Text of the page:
Treasury Secretary Timothy Geithner unveiled an overhauled version of the financial bailout plan Tuesday, announcing a program that could direct well over $1 trillion in public and private support to get credit flowing and aid struggling banks.
The Obama administration detailed its new approach to the bailout shortly before the Senate approved an $838 billion economic recovery package -- a separate measure aimed at saving or creating up to 4 million jobs.
But Geithner said the battle against recession must be fought on two fronts: "We have to jump-start job creation and private investment, and we must get credit flowing again to businesses and families."
The new plan details how the administration will spend the remaining $350 billion of the $700 billion financial rescue program. But the plan goes well beyond that, envisioning big investors buying billions in troubled assets from the banks.
The markets were not convinced. Wall Street suffered its steepest selloff in three months on Tuesday as the markets fretted about a lack of details in the plans unveiled by Washington.
The Dow Jones Industrial Average lost 382 points, or 4.62 percent, falling to 7,889.
Geithner said the program is "essential" but that the previous version under the Bush administration "was not comprehensive or quick enough to withstand the acute pressure brought on by a weakening economy."
Part of the revamped program would create a partnership between the government and the private sector to get private investors to buy bad assets that are currently weighing down the balance sheets of banks. According to the Treasury Department, the initial scale of the plan would be up to $500 billion, with the potential to expand up to $1 trillion.
Another part of the plan would greatly expand an effort to unclog credit markets that provide loans to consumers and businesses. Funding for this effort would see a huge increase -- from $20 billion up to $100 billion.
"Right now critical parts of our financial system are damaged," Geithner said. "Instead of catalyzing recovery, the financial system is working against recovery and that's the dangerous dynamic we need to change."
If a total of $100 billion from the bailout fund were used, it would be enough to support an additional $1 trillion in lending support through a Federal Reserve program announced in November but not yet operational. The Federal Reserve said the program would be expanded to cover the troubled commercial real estate market and certain residential mortgages.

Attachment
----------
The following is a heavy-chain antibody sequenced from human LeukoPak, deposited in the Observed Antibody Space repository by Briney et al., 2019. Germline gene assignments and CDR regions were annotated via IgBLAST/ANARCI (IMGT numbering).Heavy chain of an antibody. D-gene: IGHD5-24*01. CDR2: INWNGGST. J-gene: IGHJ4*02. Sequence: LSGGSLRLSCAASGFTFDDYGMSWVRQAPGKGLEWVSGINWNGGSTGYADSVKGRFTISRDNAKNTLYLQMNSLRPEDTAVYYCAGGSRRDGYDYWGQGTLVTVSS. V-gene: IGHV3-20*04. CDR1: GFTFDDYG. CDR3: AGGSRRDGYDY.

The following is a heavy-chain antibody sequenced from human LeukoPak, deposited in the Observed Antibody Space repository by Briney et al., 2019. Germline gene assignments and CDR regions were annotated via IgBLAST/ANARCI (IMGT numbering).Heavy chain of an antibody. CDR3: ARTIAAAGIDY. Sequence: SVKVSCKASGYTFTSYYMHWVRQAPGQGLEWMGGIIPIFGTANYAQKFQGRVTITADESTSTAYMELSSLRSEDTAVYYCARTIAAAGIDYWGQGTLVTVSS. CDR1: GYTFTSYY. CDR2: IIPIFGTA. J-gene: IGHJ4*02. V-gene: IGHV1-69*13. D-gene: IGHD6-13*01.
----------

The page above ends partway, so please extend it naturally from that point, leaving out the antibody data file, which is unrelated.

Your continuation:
With just those two programs, Geithner outlined efforts that could total more than $1.5 trillion. However, the public-private partnership to sop up bad assets would depend heavily on how much interest the private sector had in participating in the program. Details of that effort were still being worked out.
And the projected $1 trillion partnership with the Federal Reserve to unclog the markets supporting credit card debt, auto loans, student loans and small business loans would also depend on the interest that private investors would show in participating in a program the Fed has been working for months to launch.
Asked whether $1.5 trillion was enough, House Majority Leader Steny Hoyer, D-Md., was incredulous.
"What an era in which we live in which a serious question is whether $1.5 trillion is enough," Hoyer said.
But a government official said if it's not enough, the administration will ask for more.
"If it looks like we're going to need more capital, we're going to work with Congress," an official told FOX Business Network.
Geithner addressed concerns that the previous version of the plan doled out money with little accountability as to how it was spent. He said the administration would "fundamentally reshape" the program, attaching "strong conditions to protect the taxpayers."
Under the plan, firms will be required to show how the government aid is expanding lending. The administration plans to post all such disclosures on the Web site, www.financialstability.gov.
The plan would also limit executive compensation and restrict dividend payments for bailout recipients.
Also, at least $50 billion will be included to modify mortgages for homeowners facing foreclosures.
Sources close to the process said Treasury officials told senators that the mortgage modification program could require as much as $100 billion, and a House staff member confirmed that at least $50 billion would be spent on this program. The Obama administration will announce specific terms and details of that program within two weeks, sources said.
U.S. Sen. Bob Corker, R-Tenn., said the revamped plan unveiled Tuesday is too "vague."
"It's evident to me that there's still dissension within the White House about what to do. That was the first thing that became very clear. And I think that that roiled the markets today," he said.
Corker encouraged the administration to take more time to develop the plan, but said he stands ready to work with the White House.
FOX Business Network's Peter Barnes, FOX News' Trish Turner and The Associated Press contributed to this report.